Recognizing the transparency is a core value in the digital age, the John S. and James L. Knight Foundation is now requiring journalism and media grantees to disclose the identities and amounts contributed by major donors.
The requirement applies to donations of $5,000 and more given to the projects Knight Foundation is funding. The information must be published on the organization’s website.
Below is a list of Frequently Asked Questions for the policy.
FREQUENTLY ASKED QUESTIONS
1. Why is the foundation requiring donor transparency for journalism and media grants?
Transparency is a core value in digital media. For digital media projects to be successful, we believe they must be transparent. As Knight Foundation helps lead journalism to a better future in the 21st Century, want to be clear about the value of transparency. Transparency in journalism and media grant-making will be an important distinguishing characteristic of Knight Foundation grants, and, we hope of the grants of other leading foundations in journalism and media grant-making.
2. What grants are ‘journalism and media grants’?
They are any grant made in the Journalism and Media Innovation Program, as well as grants made through the Knight Community Information Challenge, the Community Arts Journalism Challenge and occasionally by other parts of the foundation. Our intent is to ensure that people consuming news and information from media ventures that we fund know who is supporting those media outlets. In general, journalism and media projects are those aiming to provide news and information to specific communities.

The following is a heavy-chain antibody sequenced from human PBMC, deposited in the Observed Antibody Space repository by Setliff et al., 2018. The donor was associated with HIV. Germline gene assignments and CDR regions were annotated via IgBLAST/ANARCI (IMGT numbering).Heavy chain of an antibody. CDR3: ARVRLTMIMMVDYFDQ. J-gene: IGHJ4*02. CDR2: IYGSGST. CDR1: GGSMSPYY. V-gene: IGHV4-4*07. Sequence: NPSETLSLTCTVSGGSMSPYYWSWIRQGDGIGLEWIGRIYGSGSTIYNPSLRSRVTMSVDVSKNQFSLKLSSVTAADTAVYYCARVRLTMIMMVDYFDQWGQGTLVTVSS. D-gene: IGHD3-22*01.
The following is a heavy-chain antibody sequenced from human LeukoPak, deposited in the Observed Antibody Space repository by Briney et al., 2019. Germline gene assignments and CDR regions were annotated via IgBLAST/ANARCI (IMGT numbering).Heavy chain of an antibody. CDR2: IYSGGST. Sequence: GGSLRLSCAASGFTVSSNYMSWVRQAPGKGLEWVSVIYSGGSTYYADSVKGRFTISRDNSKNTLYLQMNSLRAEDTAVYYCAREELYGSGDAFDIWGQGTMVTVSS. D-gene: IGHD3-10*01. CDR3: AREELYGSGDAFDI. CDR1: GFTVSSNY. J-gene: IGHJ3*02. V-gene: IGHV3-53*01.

3. Does this apply to all grantees or only new grantees?
Donor transparency for journalism and media grants is only a requirement for new grants. Even so, we think donor transparency is a best practice for digital media. We encourage all of our grantees to do it.
4. Why is it only for donors of $5,000 or more?
In its general reporting rule for 501c3 nonprofits, the Internal Revenue Service requires contributions of $5,000 or more to be listed on the form 990B. Though the IRS has many different reporting requirements, we chose the $5,000 level as the simplest, fairest and clearest threshold. Though nonprofits list their donors by filing the form 990B with the IRS, most nonprofits do not have to make their 990B forms public. But leaders the new generation of web-based nonprofit news organizations have started doing so. Though we require transparency only for funders of $5,000 or more on Knight-funded projects, we encourage projects to find ways to list more than just the major donors. The more transparency, the better.
5. Does an institution like a university, a public broadcaster or a community foundation have to reveal all its donors?
No, the requirement applies only donors giving $5,000 or more to a specific media project also funded by Knight. The institutions unable to produce donor transparency around those specific media projects would not be eligible for Knight Foundation funding for those projects. Anonymous donors from prior years and anonymous donors to parts of the institution having nothing to do with the Knight project could remain anonymous. We think institutions should become more transparent than they are, but we are only requiring transparency specifically on the projects we fund.
6. What about the addresses of the donors?